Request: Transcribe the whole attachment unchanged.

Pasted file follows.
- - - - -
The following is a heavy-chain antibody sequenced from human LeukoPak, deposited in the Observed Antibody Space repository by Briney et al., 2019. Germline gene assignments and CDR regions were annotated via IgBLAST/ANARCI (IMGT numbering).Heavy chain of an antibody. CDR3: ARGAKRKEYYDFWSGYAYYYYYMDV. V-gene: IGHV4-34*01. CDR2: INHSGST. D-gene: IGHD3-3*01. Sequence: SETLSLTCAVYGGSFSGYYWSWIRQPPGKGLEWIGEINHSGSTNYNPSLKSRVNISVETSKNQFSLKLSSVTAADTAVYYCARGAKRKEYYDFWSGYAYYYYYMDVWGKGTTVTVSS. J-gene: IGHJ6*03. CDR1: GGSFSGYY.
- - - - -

The following is a heavy-chain antibody sequenced from human LeukoPak, deposited in the Observed Antibody Space repository by Briney et al., 2019. Germline gene assignments and CDR regions were annotated via IgBLAST/ANARCI (IMGT numbering).Heavy chain of an antibody. CDR3: ARGAKRKEYYDFWSGYAYYYYYMDV. V-gene: IGHV4-34*01. CDR2: INHSGST. D-gene: IGHD3-3*01. Sequence: SETLSLTCAVYGGSFSGYYWSWIRQPPGKGLEWIGEINHSGSTNYNPSLKSRVNISVETSKNQFSLKLSSVTAADTAVYYCARGAKRKEYYDFWSGYAYYYYYMDVWGKGTTVTVSS. J-gene: IGHJ6*03. CDR1: GGSFSGYY.